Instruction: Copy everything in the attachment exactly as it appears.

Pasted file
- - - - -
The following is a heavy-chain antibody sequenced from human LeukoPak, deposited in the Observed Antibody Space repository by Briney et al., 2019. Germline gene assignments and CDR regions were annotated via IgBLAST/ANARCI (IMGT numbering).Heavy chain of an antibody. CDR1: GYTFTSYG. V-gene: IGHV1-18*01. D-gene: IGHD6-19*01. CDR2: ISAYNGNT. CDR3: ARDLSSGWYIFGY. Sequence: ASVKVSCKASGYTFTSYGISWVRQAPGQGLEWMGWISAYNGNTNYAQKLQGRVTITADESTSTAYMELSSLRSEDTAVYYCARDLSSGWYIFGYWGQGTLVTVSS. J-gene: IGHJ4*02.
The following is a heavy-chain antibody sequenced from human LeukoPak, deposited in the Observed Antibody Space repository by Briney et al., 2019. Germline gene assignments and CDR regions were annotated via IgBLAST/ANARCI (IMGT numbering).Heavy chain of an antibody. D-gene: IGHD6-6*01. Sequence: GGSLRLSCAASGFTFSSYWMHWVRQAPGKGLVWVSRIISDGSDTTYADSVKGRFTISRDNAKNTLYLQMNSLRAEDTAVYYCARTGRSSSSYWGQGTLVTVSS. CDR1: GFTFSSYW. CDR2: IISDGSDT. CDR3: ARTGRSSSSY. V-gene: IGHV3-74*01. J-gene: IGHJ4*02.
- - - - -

The following is a heavy-chain antibody sequenced from human LeukoPak, deposited in the Observed Antibody Space repository by Briney et al., 2019. Germline gene assignments and CDR regions were annotated via IgBLAST/ANARCI (IMGT numbering).Heavy chain of an antibody. CDR1: GYTFTSYG. V-gene: IGHV1-18*01. D-gene: IGHD6-19*01. CDR2: ISAYNGNT. CDR3: ARDLSSGWYIFGY. Sequence: ASVKVSCKASGYTFTSYGISWVRQAPGQGLEWMGWISAYNGNTNYAQKLQGRVTITADESTSTAYMELSSLRSEDTAVYYCARDLSSGWYIFGYWGQGTLVTVSS. J-gene: IGHJ4*02.
The following is a heavy-chain antibody sequenced from human LeukoPak, deposited in the Observed Antibody Space repository by Briney et al., 2019. Germline gene assignments and CDR regions were annotated via IgBLAST/ANARCI (IMGT numbering).Heavy chain of an antibody. D-gene: IGHD6-6*01. Sequence: GGSLRLSCAASGFTFSSYWMHWVRQAPGKGLVWVSRIISDGSDTTYADSVKGRFTISRDNAKNTLYLQMNSLRAEDTAVYYCARTGRSSSSYWGQGTLVTVSS. CDR1: GFTFSSYW. CDR2: IISDGSDT. CDR3: ARTGRSSSSY. V-gene: IGHV3-74*01. J-gene: IGHJ4*02.